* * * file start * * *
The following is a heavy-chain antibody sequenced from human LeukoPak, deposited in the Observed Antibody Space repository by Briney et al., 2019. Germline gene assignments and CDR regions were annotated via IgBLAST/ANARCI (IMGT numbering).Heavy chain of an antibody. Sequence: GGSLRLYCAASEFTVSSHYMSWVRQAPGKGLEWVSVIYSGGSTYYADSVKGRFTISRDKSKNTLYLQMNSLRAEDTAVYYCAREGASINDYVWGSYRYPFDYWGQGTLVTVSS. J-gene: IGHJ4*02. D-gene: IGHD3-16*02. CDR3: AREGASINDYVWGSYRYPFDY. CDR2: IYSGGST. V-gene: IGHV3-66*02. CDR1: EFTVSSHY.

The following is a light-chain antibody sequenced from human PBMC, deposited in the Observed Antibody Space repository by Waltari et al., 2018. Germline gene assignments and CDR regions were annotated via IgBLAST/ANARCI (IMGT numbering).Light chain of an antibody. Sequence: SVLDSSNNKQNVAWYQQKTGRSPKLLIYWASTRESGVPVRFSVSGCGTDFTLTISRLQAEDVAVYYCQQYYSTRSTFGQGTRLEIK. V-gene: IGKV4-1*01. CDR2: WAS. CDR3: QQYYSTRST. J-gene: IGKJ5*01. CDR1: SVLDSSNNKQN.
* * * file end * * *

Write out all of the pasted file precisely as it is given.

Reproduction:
The following is a heavy-chain antibody sequenced from human LeukoPak, deposited in the Observed Antibody Space repository by Briney et al., 2019. Germline gene assignments and CDR regions were annotated via IgBLAST/ANARCI (IMGT numbering).Heavy chain of an antibody. Sequence: GGSLRLYCAASEFTVSSHYMSWVRQAPGKGLEWVSVIYSGGSTYYADSVKGRFTISRDKSKNTLYLQMNSLRAEDTAVYYCAREGASINDYVWGSYRYPFDYWGQGTLVTVSS. J-gene: IGHJ4*02. D-gene: IGHD3-16*02. CDR3: AREGASINDYVWGSYRYPFDY. CDR2: IYSGGST. V-gene: IGHV3-66*02. CDR1: EFTVSSHY.

The following is a light-chain antibody sequenced from human PBMC, deposited in the Observed Antibody Space repository by Waltari et al., 2018. Germline gene assignments and CDR regions were annotated via IgBLAST/ANARCI (IMGT numbering).Light chain of an antibody. Sequence: SVLDSSNNKQNVAWYQQKTGRSPKLLIYWASTRESGVPVRFSVSGCGTDFTLTISRLQAEDVAVYYCQQYYSTRSTFGQGTRLEIK. V-gene: IGKV4-1*01. CDR2: WAS. CDR3: QQYYSTRST. J-gene: IGKJ5*01. CDR1: SVLDSSNNKQN.